I Tried the $6 Amazon Find That’s Supposed to Help Fruits and Vegetables Last Longer

published Mar 19, 2020
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Like a lot of Americans, I’m trying to limit my trips to the grocery store right now. And while I know that a lot of people are opting for frozen or canned produce, I’m still buying fresh stuff when it makes sense. I just need to make sure it can last at home.

Credit: Jenny McCoy

That’s where the $6 Bluapple comes in. (It’s $12 for two on Amazon!) I heard about this nifty device from a friend who explained that it’s supposed to help your fruits and veggies last longer. According to the product description, each blue apple-shaped plastic ball contains a packet that absorbs ethylene gas, a plant hormone that gets released and triggers ripening. Place the Bluapple in your crisper drawer or on the counter with a bowl of fruit, and it will allegedly keep produce fresher. But does it actually work? 

According to the majority of reviews on Amazon, the answer is yes. The product currently holds a 4.2-star rating, and has more than 1,000 reviews, with 65% of folks giving it a full 5-stars. Although that’s a convincing endorsement, I wanted to test the Bluapple for myself. Recently, I did just that. Here’s what happened. 

How I Tested the Bluapple

Once my two-pack of Bluapple fresher savers arrived in the mail, I got to work designing an experiment that would allow me to test their effectiveness as accurately and fairly as possible. Recalling the basics of the scientific method from middle school, I decided I’d need a control group and a test group. I opted to test both fruit (bananas) and vegetables (cabbage). I did my best to choose two bananas of equal ripeness and chopped a whole cabbage into smaller wedges so that the starting conditions were as similar as possible for both the test groups and the control groups. 

Credit: Jenny McCoy

Then, because a small note on the product’s package mentioned that it works best in “an enclosed space,” I sealed my yellow bananas in containers and stashed ‘em on the counter, and stored my cut cabbage in bowls, covered them with plastic, and stuck them in the fridge. I would have loved to test the product in my crisper drawer as that seems to be the most advertised form of usage, but because I don’t have two crisper drawers of equal size, I sadly couldn’t make that happen (gotta follow the scientific method, after all). 

Once all elements of my experiment were in place, I impatiently bided my time, eagerly eyeing the produce multiple times a day to see if anything science-y was happening.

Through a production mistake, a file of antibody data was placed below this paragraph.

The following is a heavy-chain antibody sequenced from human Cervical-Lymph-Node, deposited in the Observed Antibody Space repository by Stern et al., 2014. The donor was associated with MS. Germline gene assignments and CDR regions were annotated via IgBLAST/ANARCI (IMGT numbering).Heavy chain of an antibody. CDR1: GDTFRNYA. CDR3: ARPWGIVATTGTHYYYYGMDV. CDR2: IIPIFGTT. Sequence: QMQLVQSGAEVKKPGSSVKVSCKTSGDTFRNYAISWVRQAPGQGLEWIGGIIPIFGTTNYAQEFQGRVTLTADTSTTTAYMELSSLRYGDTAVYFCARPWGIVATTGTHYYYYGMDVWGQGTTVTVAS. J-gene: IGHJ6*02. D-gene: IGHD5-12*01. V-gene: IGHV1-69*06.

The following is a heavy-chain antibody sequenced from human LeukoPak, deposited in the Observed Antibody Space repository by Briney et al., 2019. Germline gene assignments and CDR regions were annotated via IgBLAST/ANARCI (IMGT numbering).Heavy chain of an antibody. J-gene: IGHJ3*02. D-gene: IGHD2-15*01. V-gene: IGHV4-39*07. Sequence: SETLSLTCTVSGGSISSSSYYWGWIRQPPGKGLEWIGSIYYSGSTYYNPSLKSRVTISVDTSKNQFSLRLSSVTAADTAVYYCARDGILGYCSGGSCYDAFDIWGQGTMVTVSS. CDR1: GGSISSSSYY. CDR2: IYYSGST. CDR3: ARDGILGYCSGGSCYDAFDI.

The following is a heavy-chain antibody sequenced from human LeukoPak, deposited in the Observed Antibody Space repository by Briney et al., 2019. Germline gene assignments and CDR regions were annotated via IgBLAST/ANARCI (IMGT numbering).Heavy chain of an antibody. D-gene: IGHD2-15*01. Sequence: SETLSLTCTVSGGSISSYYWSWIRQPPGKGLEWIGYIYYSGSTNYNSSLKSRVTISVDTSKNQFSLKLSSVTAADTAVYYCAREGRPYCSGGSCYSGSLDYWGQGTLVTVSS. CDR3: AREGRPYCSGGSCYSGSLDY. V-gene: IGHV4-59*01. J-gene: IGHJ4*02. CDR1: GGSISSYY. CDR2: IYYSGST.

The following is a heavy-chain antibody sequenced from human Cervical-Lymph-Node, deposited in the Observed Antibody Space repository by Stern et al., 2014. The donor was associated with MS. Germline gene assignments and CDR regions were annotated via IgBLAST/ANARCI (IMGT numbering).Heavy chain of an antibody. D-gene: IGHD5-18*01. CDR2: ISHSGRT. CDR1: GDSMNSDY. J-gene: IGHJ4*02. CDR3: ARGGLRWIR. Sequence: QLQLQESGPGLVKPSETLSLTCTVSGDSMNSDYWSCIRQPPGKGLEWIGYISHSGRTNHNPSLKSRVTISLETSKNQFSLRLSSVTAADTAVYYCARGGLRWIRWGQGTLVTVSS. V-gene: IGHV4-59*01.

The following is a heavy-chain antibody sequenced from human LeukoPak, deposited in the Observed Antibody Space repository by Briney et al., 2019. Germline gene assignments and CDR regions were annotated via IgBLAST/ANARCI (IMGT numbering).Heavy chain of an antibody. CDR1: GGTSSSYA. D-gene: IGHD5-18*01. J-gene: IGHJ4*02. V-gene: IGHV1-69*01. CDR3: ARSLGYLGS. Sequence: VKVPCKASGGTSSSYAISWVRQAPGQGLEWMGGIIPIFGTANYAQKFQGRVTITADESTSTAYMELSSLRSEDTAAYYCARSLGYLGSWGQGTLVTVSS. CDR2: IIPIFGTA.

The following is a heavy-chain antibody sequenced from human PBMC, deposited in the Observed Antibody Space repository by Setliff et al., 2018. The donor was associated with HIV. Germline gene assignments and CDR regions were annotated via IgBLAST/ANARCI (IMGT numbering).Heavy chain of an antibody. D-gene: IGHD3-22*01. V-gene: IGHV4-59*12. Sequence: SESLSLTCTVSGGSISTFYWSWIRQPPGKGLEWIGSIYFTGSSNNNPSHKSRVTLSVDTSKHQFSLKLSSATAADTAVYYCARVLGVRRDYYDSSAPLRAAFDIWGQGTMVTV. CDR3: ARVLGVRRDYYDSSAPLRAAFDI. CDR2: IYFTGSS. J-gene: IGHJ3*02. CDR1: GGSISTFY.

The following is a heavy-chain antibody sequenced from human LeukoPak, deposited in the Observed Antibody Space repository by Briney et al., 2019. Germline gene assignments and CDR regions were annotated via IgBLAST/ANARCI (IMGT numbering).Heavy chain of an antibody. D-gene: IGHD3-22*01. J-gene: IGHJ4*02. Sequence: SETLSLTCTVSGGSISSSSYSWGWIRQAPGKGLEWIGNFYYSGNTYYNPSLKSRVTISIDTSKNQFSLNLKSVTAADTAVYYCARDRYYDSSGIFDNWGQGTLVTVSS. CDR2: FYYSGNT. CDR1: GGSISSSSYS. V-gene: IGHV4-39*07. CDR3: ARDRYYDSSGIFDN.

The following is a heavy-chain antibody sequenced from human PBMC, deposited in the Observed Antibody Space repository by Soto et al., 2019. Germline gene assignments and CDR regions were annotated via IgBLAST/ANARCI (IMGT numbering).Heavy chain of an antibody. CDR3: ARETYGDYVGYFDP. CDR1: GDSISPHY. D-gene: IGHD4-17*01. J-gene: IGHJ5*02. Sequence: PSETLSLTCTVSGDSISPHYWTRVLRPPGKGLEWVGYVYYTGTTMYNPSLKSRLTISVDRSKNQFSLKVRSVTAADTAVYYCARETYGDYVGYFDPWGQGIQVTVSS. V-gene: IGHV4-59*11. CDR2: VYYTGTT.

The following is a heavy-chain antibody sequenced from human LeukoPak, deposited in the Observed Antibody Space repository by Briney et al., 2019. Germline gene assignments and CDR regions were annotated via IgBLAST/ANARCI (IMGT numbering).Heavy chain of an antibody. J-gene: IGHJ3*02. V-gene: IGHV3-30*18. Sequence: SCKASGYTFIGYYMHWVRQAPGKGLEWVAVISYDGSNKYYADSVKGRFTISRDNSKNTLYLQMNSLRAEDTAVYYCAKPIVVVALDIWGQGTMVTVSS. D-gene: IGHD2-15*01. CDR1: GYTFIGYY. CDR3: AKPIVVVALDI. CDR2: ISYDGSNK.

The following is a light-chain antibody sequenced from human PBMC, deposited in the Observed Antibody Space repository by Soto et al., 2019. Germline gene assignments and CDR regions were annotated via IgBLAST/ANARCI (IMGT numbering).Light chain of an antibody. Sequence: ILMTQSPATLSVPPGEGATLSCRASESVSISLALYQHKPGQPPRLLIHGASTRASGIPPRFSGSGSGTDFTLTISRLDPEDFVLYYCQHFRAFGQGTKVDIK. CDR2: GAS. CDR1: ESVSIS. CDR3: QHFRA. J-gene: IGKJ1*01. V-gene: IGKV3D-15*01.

Credit: Jenny McCoy

After about five days, I noticed some small differences in the bananas, with the Bluapple banana appearing a teeny bit less ripe than the non-Bluapple banana. I didn’t see (or smell) any changes between the cabbage wedges, though to be fair, neither seemed to have ripened at all, making me think I needed to let the experiment continue before jumping to conclusions. 

Credit: Jenny McCoy

So I did. And after nine total days of experimenting, I officially concluded the experiment. The results? Both bananas continued to ripen, but the Bluapple banana had slightly fewer brown spots by the end. As for the cabbage, both wedges started to brown in spots, but by day nine, the Bluapple bowl seemed to have marginally fewer marks. It was cool to notice some difference between the groups, but that difference was so minor that, overall, I wasn’t wowed

Credit: Jenny McCoy

I should also mention that I conducted a separate experiment with the Bluapple. Before I noticed the note about the product working best in enclosed spaces, I tested it out with bowls of fruit (a mix of bananas, tomatoes, and an avocado) that I left uncovered on the counter. After about six days of testing, I didn’t notice any difference in ripeness between the control group and the experiment group, which makes me think the Bluapple definitely doesn’t work out in the open. 

The Final Verdict

In my elementary-level experiment, the Bluapple seemed to somewhat slow the ripening process when used in an enclosed space. Maybe I would have gotten different results if I could have tested it in my crisper drawer, and I will do that test next, just in a less scientific way. (For what it’s worth: The friend who turned me onto Bluapple keeps two of them in her crisper drawer and she thinks it has helped her produce — particularly her lemons — last longer.) In any case, the product is for sure not a miracle worker, but hey, it’s a step forward in the fight against food waste, and that counts for something, right? 

Because I already own two Bluapples, I’m going to keep using them. If you want to give it a go yourself, the $6 price tag ($12 for a two-pack) is reasonable. Just don’t expect any total miracles.